2013: Venezuelan President Hugo Chavez dies at age 58 following a long battle with cancer. Chavez first announced his cancer diagnosis in June 2011, but the government never revealed details about his prognosis or specified what kind of cancer he had. He had served as an army officer before attempting to overthrow the country's government in 1992, for which he served two years in prison. He was elected president in 1999.
2012: Songwriter Robert B. Sherman, who specialized in musical films with his brother Richard Morton Sherman, dies at the age of 86 in London, England. Some of the Sherman Brothers' best known songs were incorporated into movies such as "Mary Poppins," "The Jungle Book," "The Many Adventures of Winnie the Pooh," "Chitty Chitty Bang Bang" and "Charlotte's Web" and the theme park song of "It's a Small World (After All)." The brothers won an Oscar for Best Original Song for "Chim Chim Cher-ee" from "Mary Poppins" and another Oscar for the film's score, which also earned them a Grammy Award. They were nominated for seven more Oscars during their career along with five Golden Globe nominations and two more Grammy nominations. Robert Sherman also served in the U.S. Army during World War II, leading the first squad of Allied troops into the Dachau concentration camp after it had been evacuated by fleeing German troops in early April 1945. Later that month he was shot in the knee, forcing him to walk with a cane the rest of his life and earning him the Purple Heart.
2009: Michael Jackson holds a brief and bizarre press conference announcing his plans to hold a series of comeback concerts titled "This Is It," suggesting possible retirement after the shows. The initial plan was for 10 concerts at London's O2 Arena, followed by shows in Paris, New York City and Mumbai. The London residency was increased to 50 dates after record breaking ticket sales, but Jackson would die on June 25, 2009, less than three weeks before the first show was due to begin in London.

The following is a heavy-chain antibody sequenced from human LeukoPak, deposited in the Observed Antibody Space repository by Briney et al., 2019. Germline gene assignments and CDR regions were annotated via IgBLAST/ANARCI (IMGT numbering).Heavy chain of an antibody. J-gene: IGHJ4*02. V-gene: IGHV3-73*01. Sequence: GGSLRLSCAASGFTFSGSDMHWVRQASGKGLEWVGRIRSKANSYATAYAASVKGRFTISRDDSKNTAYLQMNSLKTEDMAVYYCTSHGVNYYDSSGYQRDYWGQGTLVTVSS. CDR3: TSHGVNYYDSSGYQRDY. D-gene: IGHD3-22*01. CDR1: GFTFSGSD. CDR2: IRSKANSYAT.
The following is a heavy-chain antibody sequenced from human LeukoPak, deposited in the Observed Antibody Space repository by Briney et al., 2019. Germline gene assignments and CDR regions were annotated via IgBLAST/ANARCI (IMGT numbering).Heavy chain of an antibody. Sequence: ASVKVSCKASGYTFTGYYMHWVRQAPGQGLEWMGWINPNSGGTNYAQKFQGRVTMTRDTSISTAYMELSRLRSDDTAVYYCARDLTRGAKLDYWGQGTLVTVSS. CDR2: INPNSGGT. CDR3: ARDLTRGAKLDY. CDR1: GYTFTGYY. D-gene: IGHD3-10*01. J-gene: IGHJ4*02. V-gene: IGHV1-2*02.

2006: "It's Hard Out Here for a Pimp" from the movie "Hustle & Flow" wins an Oscar for Best Song, just the second rap song to get the award, after "Lose Yourself" by Eminem from the 2002 movie "8 Mile." The hip hop group Three 6 Mafia, which wrote the song along with Cedric Coleman, become the first rappers to perform at an Academy Awards ceremony.
2004: Lifestyle maven Martha Stewart is found guilty of conspiracy, making false statements to federal investigators and obstruction of justice in connection with the December 2001 sale of her stock in ImClone Systems. She would later be sentenced to five months in prison and five months of home confinement. Stewart had sold all 3,928 shares of her stock in the company after receiving insider information from her stock broker. The day following her sale, the stock value fell 16 percent, which would have meant a $45,673 loss for Stewart.
2002: MTV begins airing "The Osbournes," a reality television show following the daily activities of rock musician Ozzy Osbourne and his family. In its first season, the show was cited as the most-viewed series ever on MTV.
1993: Canadian sprinter Ben Johnson is banned from racing for life by the Amateur Athletic Association after testing positive for banned performance-enhancing substances for a second time. Johnson had earlier been banned for two years and stripped of an Olympic gold medal for the 100-meter sprint after testing positive at the 1988 Summer Olympics in Seoul, South Korea.
1984: Actor William Powell, whose most famous role was that of Nick Charles in six "Thin Man" films, beginning with "The Thin Man" in 1934, dies of heart failure at the age of 91 in Palm Springs, Calif. He also appeared in movies such as "Manhattan Melodrama," "The Great Ziegfeld," "Reckless" and "Mister Roberts," and earned Academy Award nominations for Best Actor for his performances in "The Thin Man," "My Man Godfrey" and "Life with Father."